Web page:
Arcadia was popular and influential in Sir Philip Sidney’s own time and for a century afterward. William Shakespeare, ten years younger than Sidney, adapted elements of Arcadia for use in King Lear (pr. c. 1605-1606, pb. 1608). Other Elizabethan authors adapted portions of Arcadia for the stage.
However, the work imitated by Elizabethans is only one of three distinct versions; known as the New Arcadia, it constitutes a significant revision of Sidney’s earliest effort, the Old Arcadia. Sidney’s friend Fulke Greville published the New Arcadia in 1590, four years after the author’s death. In 1593 there appeared The Countess of Pembroke’s Arcadia, named after Sidney’s sister and concatenating the New Arcadia with portions of the earliest version. Meanwhile, the earliest, or old, version was lost until 1907 and not published until 1926.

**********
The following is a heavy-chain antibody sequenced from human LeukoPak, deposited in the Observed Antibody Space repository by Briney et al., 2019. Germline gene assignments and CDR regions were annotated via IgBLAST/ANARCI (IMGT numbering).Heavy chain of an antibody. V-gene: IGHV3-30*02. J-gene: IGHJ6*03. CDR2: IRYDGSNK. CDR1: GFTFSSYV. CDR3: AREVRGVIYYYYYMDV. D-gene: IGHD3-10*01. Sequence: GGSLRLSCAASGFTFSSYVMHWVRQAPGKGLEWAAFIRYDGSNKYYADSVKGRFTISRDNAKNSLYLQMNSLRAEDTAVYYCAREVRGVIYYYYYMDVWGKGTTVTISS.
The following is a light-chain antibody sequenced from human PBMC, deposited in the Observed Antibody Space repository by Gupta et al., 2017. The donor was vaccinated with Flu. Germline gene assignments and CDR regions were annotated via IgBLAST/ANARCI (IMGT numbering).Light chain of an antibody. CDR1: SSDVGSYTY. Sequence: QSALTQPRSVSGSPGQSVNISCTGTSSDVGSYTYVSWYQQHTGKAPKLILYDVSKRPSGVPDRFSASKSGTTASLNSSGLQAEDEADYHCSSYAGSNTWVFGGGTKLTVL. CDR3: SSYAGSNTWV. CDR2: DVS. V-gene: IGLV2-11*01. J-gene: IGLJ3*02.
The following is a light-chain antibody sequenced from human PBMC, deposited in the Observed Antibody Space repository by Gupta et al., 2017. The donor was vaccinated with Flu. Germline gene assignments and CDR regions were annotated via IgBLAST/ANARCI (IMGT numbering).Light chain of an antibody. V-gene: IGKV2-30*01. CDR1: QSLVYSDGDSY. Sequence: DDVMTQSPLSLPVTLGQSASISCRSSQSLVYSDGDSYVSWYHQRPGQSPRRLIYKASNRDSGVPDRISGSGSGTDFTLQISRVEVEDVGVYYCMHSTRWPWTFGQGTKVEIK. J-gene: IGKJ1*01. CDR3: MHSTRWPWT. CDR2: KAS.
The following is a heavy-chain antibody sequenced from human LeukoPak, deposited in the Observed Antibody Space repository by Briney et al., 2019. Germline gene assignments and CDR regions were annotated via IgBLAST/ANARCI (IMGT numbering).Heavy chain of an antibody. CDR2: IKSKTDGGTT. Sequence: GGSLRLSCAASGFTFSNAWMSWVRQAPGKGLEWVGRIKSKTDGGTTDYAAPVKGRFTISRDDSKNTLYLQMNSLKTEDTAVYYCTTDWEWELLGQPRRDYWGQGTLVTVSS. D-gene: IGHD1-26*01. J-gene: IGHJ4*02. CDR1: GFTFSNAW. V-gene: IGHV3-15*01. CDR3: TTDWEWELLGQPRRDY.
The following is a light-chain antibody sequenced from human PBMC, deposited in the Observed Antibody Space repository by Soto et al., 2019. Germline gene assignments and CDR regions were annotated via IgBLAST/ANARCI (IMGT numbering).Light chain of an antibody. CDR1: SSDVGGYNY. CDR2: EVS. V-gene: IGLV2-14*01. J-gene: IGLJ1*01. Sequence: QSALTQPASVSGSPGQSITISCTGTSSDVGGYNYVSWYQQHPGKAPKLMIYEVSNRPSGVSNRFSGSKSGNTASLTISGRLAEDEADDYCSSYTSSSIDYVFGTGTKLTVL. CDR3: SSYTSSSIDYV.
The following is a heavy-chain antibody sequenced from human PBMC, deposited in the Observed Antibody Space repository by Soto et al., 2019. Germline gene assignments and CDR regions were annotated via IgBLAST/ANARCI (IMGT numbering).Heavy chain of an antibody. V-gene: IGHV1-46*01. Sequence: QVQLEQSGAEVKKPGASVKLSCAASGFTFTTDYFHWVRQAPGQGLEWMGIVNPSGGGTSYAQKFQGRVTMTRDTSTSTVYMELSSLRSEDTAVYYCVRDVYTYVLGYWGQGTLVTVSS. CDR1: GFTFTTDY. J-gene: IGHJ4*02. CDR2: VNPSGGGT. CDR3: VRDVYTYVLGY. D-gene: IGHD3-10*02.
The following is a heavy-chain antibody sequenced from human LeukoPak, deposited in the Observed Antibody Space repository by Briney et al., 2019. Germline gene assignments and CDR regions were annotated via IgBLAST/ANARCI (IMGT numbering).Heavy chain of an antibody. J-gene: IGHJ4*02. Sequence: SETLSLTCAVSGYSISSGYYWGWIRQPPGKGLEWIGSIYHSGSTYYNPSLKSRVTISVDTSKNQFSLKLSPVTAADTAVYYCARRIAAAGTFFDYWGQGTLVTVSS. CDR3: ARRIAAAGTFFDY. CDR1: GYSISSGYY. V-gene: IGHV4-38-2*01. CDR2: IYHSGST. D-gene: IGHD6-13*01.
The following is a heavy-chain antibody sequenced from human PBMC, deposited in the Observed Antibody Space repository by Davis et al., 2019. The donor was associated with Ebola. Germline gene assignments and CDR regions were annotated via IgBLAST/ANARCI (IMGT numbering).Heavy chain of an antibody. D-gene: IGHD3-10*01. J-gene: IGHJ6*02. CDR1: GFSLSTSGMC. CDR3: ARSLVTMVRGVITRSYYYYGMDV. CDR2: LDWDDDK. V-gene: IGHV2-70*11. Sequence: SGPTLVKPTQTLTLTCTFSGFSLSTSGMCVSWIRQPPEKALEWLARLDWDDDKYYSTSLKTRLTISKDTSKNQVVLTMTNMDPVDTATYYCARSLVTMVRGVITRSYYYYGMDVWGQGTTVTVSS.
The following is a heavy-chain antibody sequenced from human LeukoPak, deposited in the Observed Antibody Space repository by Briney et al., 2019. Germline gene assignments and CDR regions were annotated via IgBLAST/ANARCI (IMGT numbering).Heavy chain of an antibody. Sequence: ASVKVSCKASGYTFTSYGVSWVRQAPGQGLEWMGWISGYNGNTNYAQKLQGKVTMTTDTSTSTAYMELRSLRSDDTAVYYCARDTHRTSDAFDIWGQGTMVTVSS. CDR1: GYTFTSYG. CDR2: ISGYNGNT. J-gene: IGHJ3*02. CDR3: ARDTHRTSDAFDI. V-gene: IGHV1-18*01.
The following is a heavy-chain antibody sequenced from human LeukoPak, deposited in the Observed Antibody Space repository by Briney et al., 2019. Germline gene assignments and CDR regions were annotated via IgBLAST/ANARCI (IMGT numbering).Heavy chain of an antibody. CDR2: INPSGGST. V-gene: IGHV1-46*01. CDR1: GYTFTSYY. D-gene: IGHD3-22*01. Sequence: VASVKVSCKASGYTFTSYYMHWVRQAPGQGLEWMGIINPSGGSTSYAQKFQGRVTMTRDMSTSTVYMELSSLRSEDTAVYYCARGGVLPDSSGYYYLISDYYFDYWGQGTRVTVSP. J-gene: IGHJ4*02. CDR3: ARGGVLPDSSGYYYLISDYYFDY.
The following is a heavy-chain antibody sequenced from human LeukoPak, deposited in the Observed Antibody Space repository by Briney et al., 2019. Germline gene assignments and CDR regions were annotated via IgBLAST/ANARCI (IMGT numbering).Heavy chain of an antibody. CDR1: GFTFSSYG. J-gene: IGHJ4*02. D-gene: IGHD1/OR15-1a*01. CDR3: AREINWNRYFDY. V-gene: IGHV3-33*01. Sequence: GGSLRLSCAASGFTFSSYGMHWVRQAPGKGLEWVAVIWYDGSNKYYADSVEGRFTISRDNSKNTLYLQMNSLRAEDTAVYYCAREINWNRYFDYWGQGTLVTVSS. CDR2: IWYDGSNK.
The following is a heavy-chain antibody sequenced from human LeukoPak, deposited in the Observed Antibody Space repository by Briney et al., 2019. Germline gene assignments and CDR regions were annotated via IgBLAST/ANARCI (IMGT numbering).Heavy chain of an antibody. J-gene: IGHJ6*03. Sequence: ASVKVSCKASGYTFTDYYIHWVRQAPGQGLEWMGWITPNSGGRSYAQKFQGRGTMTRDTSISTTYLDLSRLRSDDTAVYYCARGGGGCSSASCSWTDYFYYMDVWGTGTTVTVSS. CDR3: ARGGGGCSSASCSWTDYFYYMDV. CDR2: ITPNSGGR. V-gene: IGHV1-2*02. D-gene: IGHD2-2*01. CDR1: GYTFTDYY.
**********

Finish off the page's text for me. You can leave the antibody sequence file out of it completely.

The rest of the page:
Changing literary expectations and scholarly focus invite a comparison of the critical responses to Arcadia in Sidney’s time and in the twentieth and twenty-first centuries, though one must bear in mind that the Old Arcadia was not available to Elizabethan critics. Indeed, the current availability of multiple versions has led many contemporary critics to focus on a comparison of the old and new Arcadias.
Why did Sidney undertake a revision? Although he dedicated the original version...
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